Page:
Let it suffice to say that by the time he had re-established his home, Oxford’s interests were more those of the creative artist and theatrical entrepreneur than of the conventionally correct Tudor nobleman whose thought and energy should have been devoted to the maintenance of social rank and the accumulation of wealth, military glory or political power.

Unlucky investments in Frobisher’s unsuccessful voyages to discover the North-west passage to China, the maintenance of an important theatrical company which he had taken over from the Earl of Warwick in 1580, together with the undoubtedly heavy expenses of his affair with Anne Vavasor, had reduced Oxford’s personal income to shadowy proportions. By 1582 he had been obliged to sell thirty-five of his ancestral estates to obtain ready cash. More than one of his personal stewards had either embezzled monies due the Earl or arranged things so that they could buy in valuable properties of the Earldom under highly suspicious circumstances. Oxford’s vulnerability in all business deals was a constant source of worry and irritation to his father-in-law, one of Burghley’s personally-devised maxims being:

“That gentleman who sells an acre of land sells an ounce of credit, for gentility is nothing else but ancient riches.”

It was inevitable, therefore, that upon his return to the Lord Treasurer’s daughter, Oxford should soon be obliged to seek this financial wizard’s assistance in holding importunate creditors at bay.
Burghley’s chief concern was naturally to prevent the Earl from letting all his property slip through his fingers before proper provision had been made for his family. The shrewd old materialist looked with contempt, not to say open distrust, upon the Poet’s retinue of impecunious scholars, scoffing playwrights and pert mountebanks. In more than one of his personal memoranda he comments tartly upon these “lewd friends” who rule the Earl to his own disadvantage. The long hours that Oxford spent in their company when he should have been pushing more profitable “suits” at Court or elsewhere, irked the Lord Treasurer. He determined to find out what Oxford was really up to by drawing out his secretary or the Earl’s confidential business agent. We can reconstruct this interesting situation from the postscript of a letter in Oxford’s handwriting, dated October 30th, 1584. (7)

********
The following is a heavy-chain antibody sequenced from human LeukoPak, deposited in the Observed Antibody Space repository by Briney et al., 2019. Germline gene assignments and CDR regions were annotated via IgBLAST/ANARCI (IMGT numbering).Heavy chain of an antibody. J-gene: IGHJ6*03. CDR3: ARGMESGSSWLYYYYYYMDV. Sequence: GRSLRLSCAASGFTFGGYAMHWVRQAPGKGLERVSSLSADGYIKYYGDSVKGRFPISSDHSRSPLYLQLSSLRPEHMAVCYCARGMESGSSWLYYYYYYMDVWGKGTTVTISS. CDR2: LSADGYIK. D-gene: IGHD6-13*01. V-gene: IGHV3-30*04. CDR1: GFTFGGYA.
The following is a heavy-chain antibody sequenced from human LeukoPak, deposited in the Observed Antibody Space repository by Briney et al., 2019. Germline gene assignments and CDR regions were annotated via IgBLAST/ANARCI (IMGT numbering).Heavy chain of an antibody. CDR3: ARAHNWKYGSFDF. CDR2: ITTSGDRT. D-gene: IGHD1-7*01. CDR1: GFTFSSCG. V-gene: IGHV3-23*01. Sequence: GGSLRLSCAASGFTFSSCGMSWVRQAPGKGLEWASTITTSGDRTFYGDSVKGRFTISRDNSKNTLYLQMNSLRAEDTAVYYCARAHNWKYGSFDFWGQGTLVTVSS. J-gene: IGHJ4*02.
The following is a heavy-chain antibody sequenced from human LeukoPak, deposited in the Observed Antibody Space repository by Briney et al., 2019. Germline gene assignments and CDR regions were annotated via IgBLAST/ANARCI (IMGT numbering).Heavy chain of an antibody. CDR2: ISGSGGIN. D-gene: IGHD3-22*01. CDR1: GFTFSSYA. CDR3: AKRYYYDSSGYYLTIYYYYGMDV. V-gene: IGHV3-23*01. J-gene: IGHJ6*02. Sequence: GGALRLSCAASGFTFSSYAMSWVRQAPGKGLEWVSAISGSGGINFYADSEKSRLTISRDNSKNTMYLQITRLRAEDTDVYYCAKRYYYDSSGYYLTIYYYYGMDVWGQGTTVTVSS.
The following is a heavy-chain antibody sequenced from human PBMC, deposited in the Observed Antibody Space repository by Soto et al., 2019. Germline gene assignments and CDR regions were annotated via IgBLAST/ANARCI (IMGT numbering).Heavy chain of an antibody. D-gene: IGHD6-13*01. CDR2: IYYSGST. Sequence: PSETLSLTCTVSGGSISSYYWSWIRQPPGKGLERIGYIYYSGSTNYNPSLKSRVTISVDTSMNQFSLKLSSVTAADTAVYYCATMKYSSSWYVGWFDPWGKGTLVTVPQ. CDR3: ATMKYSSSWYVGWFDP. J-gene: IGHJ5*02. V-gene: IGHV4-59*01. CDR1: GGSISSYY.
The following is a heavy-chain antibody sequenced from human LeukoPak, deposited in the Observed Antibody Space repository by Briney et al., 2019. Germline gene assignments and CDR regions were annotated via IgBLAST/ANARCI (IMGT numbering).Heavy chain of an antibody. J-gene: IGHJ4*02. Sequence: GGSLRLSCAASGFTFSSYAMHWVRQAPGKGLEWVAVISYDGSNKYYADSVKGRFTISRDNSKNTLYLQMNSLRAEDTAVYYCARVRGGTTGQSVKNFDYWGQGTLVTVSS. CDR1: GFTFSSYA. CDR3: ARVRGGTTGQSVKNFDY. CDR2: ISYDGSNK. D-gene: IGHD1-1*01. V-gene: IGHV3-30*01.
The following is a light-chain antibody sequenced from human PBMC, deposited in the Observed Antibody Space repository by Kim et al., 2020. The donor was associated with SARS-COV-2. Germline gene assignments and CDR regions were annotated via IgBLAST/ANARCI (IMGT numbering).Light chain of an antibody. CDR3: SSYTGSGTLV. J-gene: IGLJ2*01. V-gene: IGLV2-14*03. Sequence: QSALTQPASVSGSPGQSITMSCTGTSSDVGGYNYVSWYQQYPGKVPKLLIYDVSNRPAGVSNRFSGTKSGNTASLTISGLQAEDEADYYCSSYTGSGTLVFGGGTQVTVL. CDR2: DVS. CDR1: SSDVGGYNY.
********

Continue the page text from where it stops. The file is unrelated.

My Lord, This other day your man, Stainner, told me that you sent for Amis, my man, and that if he were absent that Lyly should come unto you. I sent Amis, for he was in the way. And I think (it) very strange that your Lordship should enter into that course towards me; whereby I must learn that (which) I knew not before, both your opinion and good will towards me. But I pray, my Lord, leave that course, for I mean not to be your ward nor your child. I serve Her Majesty, and I am that I am; and by alliance near to your Lordship, but free; and scorn to be offered that injury to think I am so weak of government as to be ruled by servants, or not able to govern myself. If your Lordship take and follow this course you deceive yourself, and make me take another course that I have not yet thought of.

Wherefore these shall be to desire your Lordship, if that I may make account of your friendship, that you will leave that course as hurtful to us both.

Here again we have first-hand documentary evidence of indisputable legal value that the 17th Earl of Oxford was indeed the “Shake-speare” of the Sonnets. For when we study this heated personal protest in parallel with Sonnet 121, it becomes immediately apparent that both missives evolved from the same clenched fist. Not only is the emotional point of view identical and the circumstances complained of precisely similar, but Oxford uses a specific arresting literary phrase to sum up his own personality which “Shake-speare” employs for exactly the same purpose. All of these elements combine to point directly to Edward de Vere as the author of this revealing poem.

‘Tis better to be vile than vile esteemed,
When not to be receives reproach of being;
And the just pleasure lost, which is so deemed
Not by our feeling, but by others seeing:
For why should others’ false adulterate eyes
Give salutation to my sportive blood?
Or on my frailties why are frailer spies,
Which in their wills count bad what I think good?
No, I am that I am, and they that level
At my abuses reckon up their own:
I may be straight though they themselves be bevel;
By their rank thoughts my deeds must not be shown;
Unless this general evil they maintain,
All men are bad and in their badness reign.
(Sonnet 121)

In his protest to his father-in-law, Oxford objects primarily to the indirect means Burghley has employed to extort confidential information from personal servants. The imputation is that he himself is not to be trusted and that Burghley will reward these servants for spying on their master. Such a course can only be justified on the ground that the Earl has been guilty of wrong-doing or is incompetent to live his own life and pursue his own interests without undercover supervision. As a man of brains and genius, despite acknowledged “frailties,” he naturally resents this bitterly.